The beautiful Amaryllis is often associated with the winter holiday season. Beyond that, the Amaryllis meaning in flower language is heavily influenced by Greek mythology. While the red and white varieties of the flower are the most popular, the Amaryllis is available in an array of colors, each with its own secondary meaning.
The Amaryllis genus is native to Africa. The name Amaryllis is often used as a common name for the genus Hippeastrum, a closely related genus native to South America, the Caribbean, and Mexico. The two genuses separated in the 19th century but are still remarkably similar.
There are approximately 90 species of Amaryllis with an additional 600 hybrids and cultivars. The Amaryllis has made its way around the globe. The flower first made its way to Europe in the 1700s, but it was the Dutch that were responsible for the vast variety of hybrids. The Dutch were the first commercial breeders of the Amaryllis, obtaining their parent species from Mexico and South America. Once they had bred the flower extensively, the breeds were distributed to several countries.
The beauty of the Amaryllis gained the flower acknowledgment in culture, including the poem “The Daisy” by Victorian poet Alfred Tennyson.
Amaryllis Symbolism in Greek Mythology
The name Amaryllis is a Greek female name meaning “to sparkle”. The word Hippeastrum translates to “Horseman’s star” which is a nod to the star-shaped blooms.
According to Greek mythology, a maiden named Amaryllis fell in love with a shepard named Alteo but he did not return her affections. Knowing Alteo had a passion for flowers, Amaryllis sought the advice of the Oracle of Delpi. The Oracle told her to stand outside Alteo’s home for 30 nights, piercing her heart with a golden arrow. Finally, on the 30th night, a beautiful flower grew from her blood. The flower caught Alteo’s attention and Amaryllis won his love. This myth explains why love and beauty are both a part of the Amaryllis meaning.
Modern Uses for the Amaryllis
While the Amaryllis is steeped in history, it has its place in modern times as well. A modified image of the Amaryllis is used as a symbol for Huntington’s disease. The flower shape represents the head and upper torso to signify how the disease affects both mental and physical ability.
Some Hippeastrum species are high in alkaloids, which are beneficial in the treatment of depression, anxiety, and seizures.
The primary Amaryllis flower meanings are determination, beauty, love, and pride. A secondary symbolism for the flower is success, which is what makes this an excellent addition to a flower arrangement celebrating hard work and achievement.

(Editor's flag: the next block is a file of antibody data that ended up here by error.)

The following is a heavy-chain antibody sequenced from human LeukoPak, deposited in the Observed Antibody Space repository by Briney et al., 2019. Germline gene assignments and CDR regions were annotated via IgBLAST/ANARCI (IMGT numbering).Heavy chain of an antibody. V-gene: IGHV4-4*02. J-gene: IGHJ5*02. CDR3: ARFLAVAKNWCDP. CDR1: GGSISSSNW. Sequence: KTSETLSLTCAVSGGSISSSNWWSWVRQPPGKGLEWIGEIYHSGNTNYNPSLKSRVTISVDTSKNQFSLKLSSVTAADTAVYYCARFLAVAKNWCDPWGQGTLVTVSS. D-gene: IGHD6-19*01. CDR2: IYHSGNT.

The Amaryllis is often given at Christmas because the flower represents love, as well as ethereal beauty. These flowers make a great gift for a loved one and are a popular houseplant because the bulbs easily bloom indoors.
Amaryllis Flower Meaning By Color
In the language of flowers and flower giving, the specific color of the flower represents additional meanings to the primary flower symbolism. Below are the various meanings associated with each bloom color.
Red Amaryllis: The color red represents passion, love, attraction, and beauty. This is the perfect flower to give a romantic interest, especially when a more tropical vibe is wanted than the traditional rose can give.
Yellow Amaryllis: Happiness and joy are symbolized by the yellow Amaryllis. Give these flowers for any happy occasion from birthdays to baby showers.
Orange Amaryllis: Give the gift of happiness, good luck, and positive energy with orange Amaryllis. Choose these flowers for occasions such as promotions, graduations, or as a housewarming gift.
Purple Amaryllis: The color purple symbolizes nobility, spirituality, and royalty. While you may not be visiting royalty, this Amaryllis flower meaning is a good choice for any religious occasion or a wedding if purple suits the color scheme.
The Amaryllis flower is a tropical beauty that looks incredible by itself or in a flower arrangement. Unlike cut flowers, giving a planted Amaryllis allows your floral gift to last for years to come. The Amaryllis meaning is steeped in history and is a wonderfully exotic choice to express your love or support of that special someone.
Amaryllis Meaning FAQ
Yes, the Amaryllis is toxic to pets and should be kept away from them.
Yes, the Amaryllis will rebloom each year if the bulb is cared for. Once the current bloom dies off, cut the stems down to one inch above the soil.
Each bloom will last between two to three weeks. As the plant will produce between three to six flowers, you can enjoy up to eight weeks of Amaryllis beauty.
The Amaryllis fragrance is described as a floral scent with citrus undernotes similar to a cross between a rose and a nectarine.
Some of the most-loved varieties of Amaryllis are Amadeus Candy, Dancing Queen, Double Dragon, and Double Dream.